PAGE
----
On Tuesday, former state representative Stacey Abrams won the Democratic nomination for Governor of Georgia, becoming the first black woman gubernatorial nominee of a major political party in U.S. history. She defeated her opponent handily, beating Stacey Evans with a three-to-one margin with a platform calling for Medicaid expansion, criminal justice reform, gun safety measures, affordable childcare, and universal pre-K.
Abrams faces a tough general election in November. Only four African-American politicians have served as governor in the U.S. ever, with none in the Deep South since Reconstruction. A run-off election will be held in July to determine the Republican nominee, and of the candidates likely to oppose Abrams, both support looser gun laws, tax cuts for high earners, and defunding sanctuary cities as part of a “crackdown on illegal immigration.” Abrams hopes to win by building a multi-racial coalition of progressives (including new voters) that taps into Georgia’s shifting demographics.
Abrams is part of a national wave of women running for office in record numbers, as well as a galvanizing energy among progressives partly inspired by opposition to President Trump. Her candidacy has drawn national attention; should Abrams win, one of the most populous red states could be in play for progressives seeking national office for the first time in decades. It could also signal a significant shift in values and priorities for the Deep South.
For a deeper dive, here are a few pieces that smartly contextualize Abrams’ victory, as well as what’s at stake in the fall.
On Stacey Abrams and the Georgia Primary
“Stacey Abrams Wins Democratic Primary for Governor, Making History.” (Jonathan Martin & Alexander Burns, New York Times, May 2018)
Martin and Burns consider the history-making moment of Abrams’ primary win and why the candidate has drawn support from Democrats at the federal level. The reporters also note other primary successes among progressive Democrats Tuesday night, especially women candidates like Amy McGrath of Kentucky.
“Stacey Abrams Makes History in the Georgia Primary.” (Charles Bethea, The New Yorker, May 2018)
Bethea talks to a cross section of conservative and progressive Georgia political insiders about Abrams’ chances in the general election.
“America Has Never Had a Black Woman Governor. Stacey Abrams Has Something to Say About That.” (Jamilah King, Mother Jones, April 2018)
Reporter Jamilah King profiles Abrams, capturing the candidate’s appeal to black women voters and her push to assemble a “rainbow coalition.”
On Change in the South
“Reverse Migration Might Turn Georgia Blue.” (Alana Semuels, Atlantic, May 2018)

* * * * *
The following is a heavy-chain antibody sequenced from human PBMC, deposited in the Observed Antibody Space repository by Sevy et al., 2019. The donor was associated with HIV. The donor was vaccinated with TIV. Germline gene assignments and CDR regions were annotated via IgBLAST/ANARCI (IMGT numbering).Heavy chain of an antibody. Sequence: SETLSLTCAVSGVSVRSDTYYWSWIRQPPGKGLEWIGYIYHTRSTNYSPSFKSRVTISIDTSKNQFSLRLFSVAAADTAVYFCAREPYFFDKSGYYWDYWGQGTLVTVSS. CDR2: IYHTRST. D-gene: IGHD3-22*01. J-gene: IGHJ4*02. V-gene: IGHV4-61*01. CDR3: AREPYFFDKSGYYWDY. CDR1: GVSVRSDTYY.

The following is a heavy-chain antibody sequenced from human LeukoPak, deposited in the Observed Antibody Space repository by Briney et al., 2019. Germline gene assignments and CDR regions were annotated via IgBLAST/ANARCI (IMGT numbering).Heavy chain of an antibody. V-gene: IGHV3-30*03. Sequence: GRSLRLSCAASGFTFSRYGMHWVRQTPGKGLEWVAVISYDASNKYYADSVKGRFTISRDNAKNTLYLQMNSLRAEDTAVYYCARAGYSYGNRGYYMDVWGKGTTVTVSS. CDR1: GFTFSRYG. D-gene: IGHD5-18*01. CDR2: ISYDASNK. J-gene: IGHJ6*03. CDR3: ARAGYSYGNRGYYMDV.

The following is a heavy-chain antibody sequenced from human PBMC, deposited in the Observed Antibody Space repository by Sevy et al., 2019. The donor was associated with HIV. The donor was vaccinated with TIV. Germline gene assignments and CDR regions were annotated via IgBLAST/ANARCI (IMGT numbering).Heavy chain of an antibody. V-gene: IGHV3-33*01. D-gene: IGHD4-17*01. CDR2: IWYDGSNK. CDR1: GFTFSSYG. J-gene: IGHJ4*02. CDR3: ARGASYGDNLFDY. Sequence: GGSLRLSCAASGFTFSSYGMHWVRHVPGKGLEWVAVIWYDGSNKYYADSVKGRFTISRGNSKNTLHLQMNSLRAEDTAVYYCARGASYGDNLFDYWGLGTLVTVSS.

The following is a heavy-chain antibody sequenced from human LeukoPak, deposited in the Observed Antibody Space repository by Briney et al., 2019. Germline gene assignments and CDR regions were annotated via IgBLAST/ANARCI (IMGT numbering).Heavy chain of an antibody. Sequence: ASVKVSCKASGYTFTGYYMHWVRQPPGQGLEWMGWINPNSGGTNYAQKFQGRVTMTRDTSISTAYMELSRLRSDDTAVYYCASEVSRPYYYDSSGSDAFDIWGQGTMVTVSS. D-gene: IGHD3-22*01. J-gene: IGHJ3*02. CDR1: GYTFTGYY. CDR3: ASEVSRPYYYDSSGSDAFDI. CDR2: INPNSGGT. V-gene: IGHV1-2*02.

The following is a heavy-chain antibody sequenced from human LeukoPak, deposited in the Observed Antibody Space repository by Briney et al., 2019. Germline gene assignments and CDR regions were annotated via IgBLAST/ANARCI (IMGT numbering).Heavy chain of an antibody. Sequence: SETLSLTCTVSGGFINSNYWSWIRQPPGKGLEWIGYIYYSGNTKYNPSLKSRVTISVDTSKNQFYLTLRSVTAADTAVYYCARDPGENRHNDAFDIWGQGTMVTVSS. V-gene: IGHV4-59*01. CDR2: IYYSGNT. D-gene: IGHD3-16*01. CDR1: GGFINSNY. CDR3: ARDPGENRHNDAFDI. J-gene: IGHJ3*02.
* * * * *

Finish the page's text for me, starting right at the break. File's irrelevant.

Young, unmarried blacks and single women are moving to the South, especially Atlanta and its suburbs, in large numbers. Searching for lower housing prices and better quality of life, transplants tend to be more progressive than other residents. They could be instrumental in helping Abrams achieve victory.
“Racism is Everywhere, So Why Not Move South?” (Reniqua Allen, New York Times, July 2017)
Allen takes a closer look at why black millennials like her are flocking to southern cities.
“Slavery’s Southern Legacy.” (Sophia Nguyen, Harvard Magazine, May 2018)
Nguyen reports on a new book (by researchers Avidit Acharya and Matthew Blackwell), which claims that political attitudes in the South, especially on issues of race, can be predicted by how deeply individual counties relied on slavery prior to the Civil War.
“’Please God, Don’t Let Me Get Stopped’: Around Atlanta, No Sanctuary for Immigrants.” (Vivian Yee, New York Times, November 2017)
According to Yee, “the regional ICE (Immigration and Customs Enforcement) office in Atlanta made nearly 80 percent more arrests in the first half of this year than it did in the same period last year, the largest increase of any field office in the country.” The Republican contenders in Stacey Abrams’ race have run strident anti-immigration campaigns.
“When the South Was the Most Progressive Region in America.” (Blain Roberts & Ethan J. Kytle, Atlantic, January 2018)
Roberts and Kytle, both historians, discuss how the post-Civil War’s South created multi-racial democracies based on state constitutions that were more progressive than many in the North. Reconstruction era activists and politicians, the authors contend, “[provide] a blueprint for a liberal resurgence that may already be under way in the 21st century South.”
On National Trends
“Red State, Blue City.” (David A. Graham, Atlantic, March 2017)
Graham posits that U.S. politics are growing increasingly polarized along a rural/urban divide.
“A Progressive Electoral Wave is Sweeping the Country.” (John Nichols, The Nation, June 2017)
Nichols details the importance of down-ballot victories, across the country, that signal a rising tide of resistance to the policies of President Trump.